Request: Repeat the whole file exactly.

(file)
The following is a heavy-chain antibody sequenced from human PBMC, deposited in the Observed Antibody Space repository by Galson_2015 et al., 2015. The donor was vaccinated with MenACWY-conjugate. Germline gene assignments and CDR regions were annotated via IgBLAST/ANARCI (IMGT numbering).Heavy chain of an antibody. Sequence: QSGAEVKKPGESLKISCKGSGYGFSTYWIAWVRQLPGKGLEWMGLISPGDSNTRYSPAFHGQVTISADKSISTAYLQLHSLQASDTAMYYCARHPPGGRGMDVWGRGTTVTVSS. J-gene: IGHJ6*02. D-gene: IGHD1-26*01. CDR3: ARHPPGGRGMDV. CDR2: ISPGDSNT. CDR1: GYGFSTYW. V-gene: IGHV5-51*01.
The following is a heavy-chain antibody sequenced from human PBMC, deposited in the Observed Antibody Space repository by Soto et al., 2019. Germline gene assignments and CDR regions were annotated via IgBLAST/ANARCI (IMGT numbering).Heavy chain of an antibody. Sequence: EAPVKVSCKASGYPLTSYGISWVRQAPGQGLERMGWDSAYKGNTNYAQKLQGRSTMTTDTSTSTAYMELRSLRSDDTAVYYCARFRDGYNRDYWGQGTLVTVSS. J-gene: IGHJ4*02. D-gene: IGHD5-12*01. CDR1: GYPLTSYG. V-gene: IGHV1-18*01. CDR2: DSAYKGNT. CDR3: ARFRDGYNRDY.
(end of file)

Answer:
The following is a heavy-chain antibody sequenced from human PBMC, deposited in the Observed Antibody Space repository by Galson_2015 et al., 2015. The donor was vaccinated with MenACWY-conjugate. Germline gene assignments and CDR regions were annotated via IgBLAST/ANARCI (IMGT numbering).Heavy chain of an antibody. Sequence: QSGAEVKKPGESLKISCKGSGYGFSTYWIAWVRQLPGKGLEWMGLISPGDSNTRYSPAFHGQVTISADKSISTAYLQLHSLQASDTAMYYCARHPPGGRGMDVWGRGTTVTVSS. J-gene: IGHJ6*02. D-gene: IGHD1-26*01. CDR3: ARHPPGGRGMDV. CDR2: ISPGDSNT. CDR1: GYGFSTYW. V-gene: IGHV5-51*01.
The following is a heavy-chain antibody sequenced from human PBMC, deposited in the Observed Antibody Space repository by Soto et al., 2019. Germline gene assignments and CDR regions were annotated via IgBLAST/ANARCI (IMGT numbering).Heavy chain of an antibody. Sequence: EAPVKVSCKASGYPLTSYGISWVRQAPGQGLERMGWDSAYKGNTNYAQKLQGRSTMTTDTSTSTAYMELRSLRSDDTAVYYCARFRDGYNRDYWGQGTLVTVSS. J-gene: IGHJ4*02. D-gene: IGHD5-12*01. CDR1: GYPLTSYG. V-gene: IGHV1-18*01. CDR2: DSAYKGNT. CDR3: ARFRDGYNRDY.